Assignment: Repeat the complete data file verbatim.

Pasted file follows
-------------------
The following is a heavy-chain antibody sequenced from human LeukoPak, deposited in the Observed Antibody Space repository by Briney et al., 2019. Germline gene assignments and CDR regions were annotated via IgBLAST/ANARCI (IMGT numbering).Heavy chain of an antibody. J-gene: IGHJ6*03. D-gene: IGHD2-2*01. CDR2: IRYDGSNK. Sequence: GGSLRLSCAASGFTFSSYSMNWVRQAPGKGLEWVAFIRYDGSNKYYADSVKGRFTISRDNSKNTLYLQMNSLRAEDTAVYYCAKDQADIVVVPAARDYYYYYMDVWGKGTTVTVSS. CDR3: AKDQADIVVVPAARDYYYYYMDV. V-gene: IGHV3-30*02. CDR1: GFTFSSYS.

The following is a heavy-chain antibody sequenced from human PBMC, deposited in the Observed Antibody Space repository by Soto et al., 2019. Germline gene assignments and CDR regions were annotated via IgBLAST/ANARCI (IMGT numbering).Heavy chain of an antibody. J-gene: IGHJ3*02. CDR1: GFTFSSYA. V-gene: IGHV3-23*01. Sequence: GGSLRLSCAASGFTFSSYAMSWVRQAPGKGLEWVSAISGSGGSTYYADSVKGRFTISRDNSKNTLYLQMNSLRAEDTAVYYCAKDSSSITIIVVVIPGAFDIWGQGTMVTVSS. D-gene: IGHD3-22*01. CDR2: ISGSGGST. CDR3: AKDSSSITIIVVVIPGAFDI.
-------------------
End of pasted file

The following is a heavy-chain antibody sequenced from human LeukoPak, deposited in the Observed Antibody Space repository by Briney et al., 2019. Germline gene assignments and CDR regions were annotated via IgBLAST/ANARCI (IMGT numbering).Heavy chain of an antibody. J-gene: IGHJ6*03. D-gene: IGHD2-2*01. CDR2: IRYDGSNK. Sequence: GGSLRLSCAASGFTFSSYSMNWVRQAPGKGLEWVAFIRYDGSNKYYADSVKGRFTISRDNSKNTLYLQMNSLRAEDTAVYYCAKDQADIVVVPAARDYYYYYMDVWGKGTTVTVSS. CDR3: AKDQADIVVVPAARDYYYYYMDV. V-gene: IGHV3-30*02. CDR1: GFTFSSYS.

The following is a heavy-chain antibody sequenced from human PBMC, deposited in the Observed Antibody Space repository by Soto et al., 2019. Germline gene assignments and CDR regions were annotated via IgBLAST/ANARCI (IMGT numbering).Heavy chain of an antibody. J-gene: IGHJ3*02. CDR1: GFTFSSYA. V-gene: IGHV3-23*01. Sequence: GGSLRLSCAASGFTFSSYAMSWVRQAPGKGLEWVSAISGSGGSTYYADSVKGRFTISRDNSKNTLYLQMNSLRAEDTAVYYCAKDSSSITIIVVVIPGAFDIWGQGTMVTVSS. D-gene: IGHD3-22*01. CDR2: ISGSGGST. CDR3: AKDSSSITIIVVVIPGAFDI.